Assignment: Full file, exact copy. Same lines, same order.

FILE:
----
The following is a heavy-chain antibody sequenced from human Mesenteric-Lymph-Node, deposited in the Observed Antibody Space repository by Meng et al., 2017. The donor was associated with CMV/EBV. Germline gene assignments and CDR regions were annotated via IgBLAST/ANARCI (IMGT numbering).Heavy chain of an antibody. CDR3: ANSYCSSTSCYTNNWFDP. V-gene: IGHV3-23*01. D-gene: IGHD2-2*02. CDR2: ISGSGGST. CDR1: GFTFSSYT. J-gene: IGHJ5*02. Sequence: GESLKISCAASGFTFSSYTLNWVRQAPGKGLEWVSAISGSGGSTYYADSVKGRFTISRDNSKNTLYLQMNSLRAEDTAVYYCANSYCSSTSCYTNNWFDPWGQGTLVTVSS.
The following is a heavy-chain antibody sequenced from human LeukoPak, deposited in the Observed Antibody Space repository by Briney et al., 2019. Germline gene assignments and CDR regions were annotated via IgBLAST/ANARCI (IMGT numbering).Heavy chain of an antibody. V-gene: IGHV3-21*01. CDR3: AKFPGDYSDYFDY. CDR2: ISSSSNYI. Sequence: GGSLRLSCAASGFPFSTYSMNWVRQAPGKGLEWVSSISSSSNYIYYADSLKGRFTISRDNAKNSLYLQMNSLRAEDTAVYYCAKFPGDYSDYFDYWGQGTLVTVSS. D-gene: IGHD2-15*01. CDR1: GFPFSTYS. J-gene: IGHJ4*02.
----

The following is a heavy-chain antibody sequenced from human Mesenteric-Lymph-Node, deposited in the Observed Antibody Space repository by Meng et al., 2017. The donor was associated with CMV/EBV. Germline gene assignments and CDR regions were annotated via IgBLAST/ANARCI (IMGT numbering).Heavy chain of an antibody. CDR3: ANSYCSSTSCYTNNWFDP. V-gene: IGHV3-23*01. D-gene: IGHD2-2*02. CDR2: ISGSGGST. CDR1: GFTFSSYT. J-gene: IGHJ5*02. Sequence: GESLKISCAASGFTFSSYTLNWVRQAPGKGLEWVSAISGSGGSTYYADSVKGRFTISRDNSKNTLYLQMNSLRAEDTAVYYCANSYCSSTSCYTNNWFDPWGQGTLVTVSS.
The following is a heavy-chain antibody sequenced from human LeukoPak, deposited in the Observed Antibody Space repository by Briney et al., 2019. Germline gene assignments and CDR regions were annotated via IgBLAST/ANARCI (IMGT numbering).Heavy chain of an antibody. V-gene: IGHV3-21*01. CDR3: AKFPGDYSDYFDY. CDR2: ISSSSNYI. Sequence: GGSLRLSCAASGFPFSTYSMNWVRQAPGKGLEWVSSISSSSNYIYYADSLKGRFTISRDNAKNSLYLQMNSLRAEDTAVYYCAKFPGDYSDYFDYWGQGTLVTVSS. D-gene: IGHD2-15*01. CDR1: GFPFSTYS. J-gene: IGHJ4*02.